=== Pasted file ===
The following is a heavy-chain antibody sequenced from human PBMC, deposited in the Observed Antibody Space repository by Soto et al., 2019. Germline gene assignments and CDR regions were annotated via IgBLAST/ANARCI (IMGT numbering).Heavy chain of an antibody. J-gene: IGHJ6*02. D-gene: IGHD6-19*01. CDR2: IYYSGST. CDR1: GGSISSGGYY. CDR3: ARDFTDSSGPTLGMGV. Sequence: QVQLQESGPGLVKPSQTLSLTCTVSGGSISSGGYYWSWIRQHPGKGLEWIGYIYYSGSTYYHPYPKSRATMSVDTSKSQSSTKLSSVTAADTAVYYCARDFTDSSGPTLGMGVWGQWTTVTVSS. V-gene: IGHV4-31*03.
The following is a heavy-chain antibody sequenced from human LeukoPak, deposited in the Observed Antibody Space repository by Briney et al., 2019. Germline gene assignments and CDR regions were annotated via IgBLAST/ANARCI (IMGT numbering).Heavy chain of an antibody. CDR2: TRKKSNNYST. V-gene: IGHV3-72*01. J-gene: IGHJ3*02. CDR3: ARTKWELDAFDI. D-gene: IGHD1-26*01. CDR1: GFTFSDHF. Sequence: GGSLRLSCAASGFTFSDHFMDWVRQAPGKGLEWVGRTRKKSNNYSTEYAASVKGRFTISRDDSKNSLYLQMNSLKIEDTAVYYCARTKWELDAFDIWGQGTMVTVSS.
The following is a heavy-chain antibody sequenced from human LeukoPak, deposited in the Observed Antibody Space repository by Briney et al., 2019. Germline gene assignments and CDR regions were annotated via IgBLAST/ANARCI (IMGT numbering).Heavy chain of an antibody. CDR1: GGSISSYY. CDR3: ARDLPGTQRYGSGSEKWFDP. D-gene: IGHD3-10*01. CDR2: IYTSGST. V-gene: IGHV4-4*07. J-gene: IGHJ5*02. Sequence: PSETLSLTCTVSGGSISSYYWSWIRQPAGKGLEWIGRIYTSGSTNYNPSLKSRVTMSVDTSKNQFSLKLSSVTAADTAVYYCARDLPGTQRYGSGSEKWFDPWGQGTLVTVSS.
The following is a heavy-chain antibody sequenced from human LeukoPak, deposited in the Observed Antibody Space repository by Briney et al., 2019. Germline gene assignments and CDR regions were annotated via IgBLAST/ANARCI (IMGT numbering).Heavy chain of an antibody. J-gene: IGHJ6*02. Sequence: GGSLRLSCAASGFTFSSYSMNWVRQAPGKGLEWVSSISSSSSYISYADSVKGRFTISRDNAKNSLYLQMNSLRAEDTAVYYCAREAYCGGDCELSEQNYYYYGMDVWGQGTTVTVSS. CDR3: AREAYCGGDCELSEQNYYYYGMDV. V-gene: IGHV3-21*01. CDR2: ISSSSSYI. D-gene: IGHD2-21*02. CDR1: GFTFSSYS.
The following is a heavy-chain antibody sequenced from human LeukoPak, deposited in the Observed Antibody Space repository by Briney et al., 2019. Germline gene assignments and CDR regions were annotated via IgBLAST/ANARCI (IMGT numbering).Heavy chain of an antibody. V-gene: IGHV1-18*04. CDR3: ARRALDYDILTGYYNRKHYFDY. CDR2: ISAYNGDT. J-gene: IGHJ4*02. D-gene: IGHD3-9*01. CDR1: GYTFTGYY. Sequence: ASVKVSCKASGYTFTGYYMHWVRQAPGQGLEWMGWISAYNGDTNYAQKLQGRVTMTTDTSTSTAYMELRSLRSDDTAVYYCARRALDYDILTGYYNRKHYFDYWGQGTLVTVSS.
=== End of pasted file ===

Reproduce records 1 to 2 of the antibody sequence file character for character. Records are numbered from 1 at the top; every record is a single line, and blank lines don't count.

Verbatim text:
The following is a heavy-chain antibody sequenced from human PBMC, deposited in the Observed Antibody Space repository by Soto et al., 2019. Germline gene assignments and CDR regions were annotated via IgBLAST/ANARCI (IMGT numbering).Heavy chain of an antibody. J-gene: IGHJ6*02. D-gene: IGHD6-19*01. CDR2: IYYSGST. CDR1: GGSISSGGYY. CDR3: ARDFTDSSGPTLGMGV. Sequence: QVQLQESGPGLVKPSQTLSLTCTVSGGSISSGGYYWSWIRQHPGKGLEWIGYIYYSGSTYYHPYPKSRATMSVDTSKSQSSTKLSSVTAADTAVYYCARDFTDSSGPTLGMGVWGQWTTVTVSS. V-gene: IGHV4-31*03.
The following is a heavy-chain antibody sequenced from human LeukoPak, deposited in the Observed Antibody Space repository by Briney et al., 2019. Germline gene assignments and CDR regions were annotated via IgBLAST/ANARCI (IMGT numbering).Heavy chain of an antibody. CDR2: TRKKSNNYST. V-gene: IGHV3-72*01. J-gene: IGHJ3*02. CDR3: ARTKWELDAFDI. D-gene: IGHD1-26*01. CDR1: GFTFSDHF. Sequence: GGSLRLSCAASGFTFSDHFMDWVRQAPGKGLEWVGRTRKKSNNYSTEYAASVKGRFTISRDDSKNSLYLQMNSLKIEDTAVYYCARTKWELDAFDIWGQGTMVTVSS.